The Pilgrim Fathers came to colonial America to escape religious persecution in Great Britain, but also to establish a new type of society in the wilderness. They were determined to follow Plato’s model in “The Republic,” and create a communal utopia.
It lead to economic disaster, which was only overcome through the Plymouth Colony elders admitting their error, and instead “privatizing” the colony’s property. By doing so they set loose individual initiative and market-based incentives.
The Plymouth Colony experienced a great bounty of food. Private ownership meant that there was now a close link between work and reward. Industry became the order of the day as the men and women in each family went to the fields on their separate private farms. When the harvest time came, not only did many families produce enough for their own needs, but they had surpluses that they could freely exchange with their neighbors for mutual benefit and improvement.
In Governor Bradford’s words:
“By this time harvest was come, and instead of famine, now God gave them plenty, and the face of things was changed, to the rejoicing of the hearts of many, for which they blessed God. And the effect of their planting was well seen, for all had, one way or other, pretty well to bring the year about, and some of the abler sort and more industrious had to spare, and sell to others, so as any general want or famine hath not been amongst them since to this day.”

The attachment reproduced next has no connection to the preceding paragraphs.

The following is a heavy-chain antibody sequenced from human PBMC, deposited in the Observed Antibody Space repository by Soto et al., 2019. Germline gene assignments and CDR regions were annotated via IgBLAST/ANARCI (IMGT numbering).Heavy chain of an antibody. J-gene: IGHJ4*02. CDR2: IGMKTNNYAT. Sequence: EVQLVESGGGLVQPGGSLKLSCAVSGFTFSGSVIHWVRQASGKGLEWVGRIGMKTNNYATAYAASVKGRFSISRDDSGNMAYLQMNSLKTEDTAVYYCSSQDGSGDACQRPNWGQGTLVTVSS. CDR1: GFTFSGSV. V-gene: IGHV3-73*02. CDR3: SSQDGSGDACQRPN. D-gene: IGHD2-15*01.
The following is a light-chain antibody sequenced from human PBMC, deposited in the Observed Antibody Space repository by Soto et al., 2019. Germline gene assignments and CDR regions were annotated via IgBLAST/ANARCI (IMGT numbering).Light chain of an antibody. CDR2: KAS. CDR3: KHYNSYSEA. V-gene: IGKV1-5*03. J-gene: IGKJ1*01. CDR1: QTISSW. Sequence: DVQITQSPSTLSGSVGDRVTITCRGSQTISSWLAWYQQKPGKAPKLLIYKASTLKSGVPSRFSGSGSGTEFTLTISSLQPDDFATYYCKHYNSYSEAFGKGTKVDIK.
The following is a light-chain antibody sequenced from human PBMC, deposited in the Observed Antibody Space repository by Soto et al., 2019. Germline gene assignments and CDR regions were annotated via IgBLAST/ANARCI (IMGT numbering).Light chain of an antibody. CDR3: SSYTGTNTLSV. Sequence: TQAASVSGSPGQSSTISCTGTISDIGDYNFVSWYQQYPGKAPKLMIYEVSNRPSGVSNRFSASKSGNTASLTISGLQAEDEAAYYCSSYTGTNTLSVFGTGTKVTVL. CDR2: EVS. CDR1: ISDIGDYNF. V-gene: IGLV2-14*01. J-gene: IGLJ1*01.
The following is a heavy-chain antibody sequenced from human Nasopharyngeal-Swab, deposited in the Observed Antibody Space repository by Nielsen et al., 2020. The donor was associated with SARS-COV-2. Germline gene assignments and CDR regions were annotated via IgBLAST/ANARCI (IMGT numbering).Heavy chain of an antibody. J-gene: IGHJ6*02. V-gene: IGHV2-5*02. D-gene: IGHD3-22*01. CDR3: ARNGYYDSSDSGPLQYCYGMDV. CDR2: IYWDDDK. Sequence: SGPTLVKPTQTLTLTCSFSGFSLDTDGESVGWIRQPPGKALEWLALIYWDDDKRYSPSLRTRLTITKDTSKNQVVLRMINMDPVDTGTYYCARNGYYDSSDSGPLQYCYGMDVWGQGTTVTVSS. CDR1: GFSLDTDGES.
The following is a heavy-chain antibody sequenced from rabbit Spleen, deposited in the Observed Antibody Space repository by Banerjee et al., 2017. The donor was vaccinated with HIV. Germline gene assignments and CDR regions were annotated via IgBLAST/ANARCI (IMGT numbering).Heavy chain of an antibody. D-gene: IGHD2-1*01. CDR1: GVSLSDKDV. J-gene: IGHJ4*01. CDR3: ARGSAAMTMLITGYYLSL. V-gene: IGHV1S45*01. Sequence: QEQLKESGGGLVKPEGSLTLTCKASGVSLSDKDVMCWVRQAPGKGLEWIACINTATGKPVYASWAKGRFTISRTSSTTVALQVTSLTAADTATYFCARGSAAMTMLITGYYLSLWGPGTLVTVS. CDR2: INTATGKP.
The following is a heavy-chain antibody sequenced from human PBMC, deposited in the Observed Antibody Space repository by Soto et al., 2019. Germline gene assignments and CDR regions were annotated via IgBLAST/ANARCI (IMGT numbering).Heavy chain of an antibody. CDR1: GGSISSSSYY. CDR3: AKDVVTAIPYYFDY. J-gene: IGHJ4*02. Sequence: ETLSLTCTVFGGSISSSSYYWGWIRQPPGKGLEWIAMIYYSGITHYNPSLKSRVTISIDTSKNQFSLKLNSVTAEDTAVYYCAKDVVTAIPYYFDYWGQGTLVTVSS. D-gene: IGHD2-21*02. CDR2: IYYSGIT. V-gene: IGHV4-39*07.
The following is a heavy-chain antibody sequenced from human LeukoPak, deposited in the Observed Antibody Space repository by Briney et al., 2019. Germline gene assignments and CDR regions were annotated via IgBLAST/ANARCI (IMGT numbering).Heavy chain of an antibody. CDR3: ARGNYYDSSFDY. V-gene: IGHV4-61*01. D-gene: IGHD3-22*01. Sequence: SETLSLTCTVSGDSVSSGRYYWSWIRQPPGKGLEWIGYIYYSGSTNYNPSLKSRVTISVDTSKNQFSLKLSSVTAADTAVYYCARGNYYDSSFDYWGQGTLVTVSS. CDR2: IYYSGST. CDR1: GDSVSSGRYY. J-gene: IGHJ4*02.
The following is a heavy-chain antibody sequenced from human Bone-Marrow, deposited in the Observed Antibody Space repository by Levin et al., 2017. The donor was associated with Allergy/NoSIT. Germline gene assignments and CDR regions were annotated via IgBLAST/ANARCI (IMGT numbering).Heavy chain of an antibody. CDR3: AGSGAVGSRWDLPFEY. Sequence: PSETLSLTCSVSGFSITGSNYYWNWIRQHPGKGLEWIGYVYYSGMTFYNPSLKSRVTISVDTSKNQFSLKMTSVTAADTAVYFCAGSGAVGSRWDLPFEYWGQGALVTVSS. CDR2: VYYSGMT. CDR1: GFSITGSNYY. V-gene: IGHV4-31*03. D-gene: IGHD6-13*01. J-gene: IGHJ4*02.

The desire for “spreading the wealth” and for government to plan and regulate people’s lives is as old as the utopian fantasy in Plato’s Republic. The Pilgrim Fathers tried and soon realized its bankruptcy and failure as a way for men to live together in society.
They, instead, accepted men and women as they are: hardworking, productive, and innovative when allowed the liberty to follow their own interests in improving their circumstances and that of their families. And even more, out of such industry come the quantities of useful goods that enable people to trade to their mutual benefit.
In the wilderness of the New World, the Plymouth Pilgrims had progressed from the false dream of communal-ism to the effectiveness of capitalism. At a time of economic uncertainty, it is worthwhile recalling this beginning of the American experiment and experience with freedom.
This is the lesson of the First Thanksgiving. This year, when we sit around our dining table with our family and friends, let us also remember that what we are really celebrating is the birth of free men and women and free enterprise in that New World of America, the triumph of entrepreneurship based on own our hard work.
We wish you and your family a very happy Thanksgiving!